The bizarre aura around self-styled spiritual guru Gurmeet Ram Rahim Singh continues to grow, with the latest indication of his mass following being the arrest of Kiku Sharda in Mumbai by the Haryana police. A comedian, Sharda was held for imitating Gurmeet Singh - an act totally incongruous with his profession. Right?
On the face of it, the arrest may not seem to have any political connotation. But the friendly history between the guru-cum-filmmaker-cum-actor-cum-singer-cum-activist and Haryana's ruling party, the BJP, cannot be ignored.
Here are some facts:
That Sharda was held by the Haryana police comes as no surprise; Gurmeet Singh had thrown his "socio-spiritual" organisation Dera Sacha Sauda's weight behind the BJP prior to the 2014 Assembly elections in the state. With Manohar Lal Khattar at the helm, Haryana's finest are now acting as the Dera's proxy police. Consider it a gurudakshina.
Like in Haryana, Gurmeet Singh announced support for the BJP during the Delhi and Bihar Assembly polls, and consequently thousands of Dera footmen campaigned for the saffron party at those times. Those particular incursions, though, don't seem to have worked out too well.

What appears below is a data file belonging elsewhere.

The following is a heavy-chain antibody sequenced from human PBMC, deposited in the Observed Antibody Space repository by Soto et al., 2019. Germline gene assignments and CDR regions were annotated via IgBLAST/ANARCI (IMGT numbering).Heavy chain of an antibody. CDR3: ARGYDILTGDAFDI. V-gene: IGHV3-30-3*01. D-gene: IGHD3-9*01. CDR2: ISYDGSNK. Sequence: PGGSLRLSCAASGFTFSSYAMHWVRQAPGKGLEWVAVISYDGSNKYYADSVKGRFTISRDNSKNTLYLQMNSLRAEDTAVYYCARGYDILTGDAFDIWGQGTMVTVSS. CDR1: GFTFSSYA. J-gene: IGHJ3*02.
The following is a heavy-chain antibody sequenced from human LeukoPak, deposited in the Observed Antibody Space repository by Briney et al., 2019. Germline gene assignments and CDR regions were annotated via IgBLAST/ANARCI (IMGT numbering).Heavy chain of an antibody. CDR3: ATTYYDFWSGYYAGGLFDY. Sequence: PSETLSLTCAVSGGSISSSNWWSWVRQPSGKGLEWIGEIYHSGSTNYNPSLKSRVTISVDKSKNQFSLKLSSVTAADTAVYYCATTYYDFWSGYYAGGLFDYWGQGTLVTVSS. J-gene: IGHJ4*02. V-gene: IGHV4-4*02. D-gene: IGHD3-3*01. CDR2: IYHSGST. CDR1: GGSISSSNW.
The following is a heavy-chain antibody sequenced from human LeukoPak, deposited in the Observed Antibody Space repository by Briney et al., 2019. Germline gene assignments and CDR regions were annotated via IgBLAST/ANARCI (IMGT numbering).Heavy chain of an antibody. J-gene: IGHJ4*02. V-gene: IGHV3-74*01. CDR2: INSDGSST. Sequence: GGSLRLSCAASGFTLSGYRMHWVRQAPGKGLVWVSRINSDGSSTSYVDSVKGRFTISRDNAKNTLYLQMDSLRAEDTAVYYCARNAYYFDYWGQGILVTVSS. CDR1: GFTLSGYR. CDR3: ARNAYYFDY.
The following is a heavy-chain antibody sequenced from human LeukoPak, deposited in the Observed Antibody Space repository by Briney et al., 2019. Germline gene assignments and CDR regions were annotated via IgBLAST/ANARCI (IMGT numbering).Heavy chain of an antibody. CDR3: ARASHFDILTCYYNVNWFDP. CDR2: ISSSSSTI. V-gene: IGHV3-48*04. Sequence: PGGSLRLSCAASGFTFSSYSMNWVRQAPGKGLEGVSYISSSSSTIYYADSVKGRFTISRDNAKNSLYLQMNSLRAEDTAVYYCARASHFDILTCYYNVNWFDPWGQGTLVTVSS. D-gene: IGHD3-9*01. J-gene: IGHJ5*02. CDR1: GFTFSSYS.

On 15 January, 2015, Censor Board chief Leela Samson resigned after the ban she enforced on Gurmeet Singh's controversial film MSG: Messenger of God was struck down. It proved that not even a central official can dent the Sangh-godman nexus; the cost of upsetting the Dera may outweigh any other concerns even as the cost of actually watching the film may far exceed the price of the ticket.
The "guru of bling" has a clear association with the BJP. With followers running into the millions, Dera Sacha Sauda, and therefore Gurmeet Singh, wield considerable electoral influence in the country. A fact well-recognised by the political establishment and manifested in their decisions.
The Haryana BJP's weakness for Babajis has other manifestations too. The state government had offered to give cabinet minister status to Baba Ramdev last year. He declined, stating that he "wanted to remain a Baba", perhaps not realising that it was exactly what the Khattar establishment wanted him to remain - only in a political capacity.
To mix contemporary politics with a self-gratifying 'guruji' culture may seem like an obviously bad idea. In India, however, not only does the aforementioned occur but Kiku Sharda finds himself unable to mix comedy with comedy. Dissent can still be expressed - at the risk of some heavy bling to the head. That is the sauda.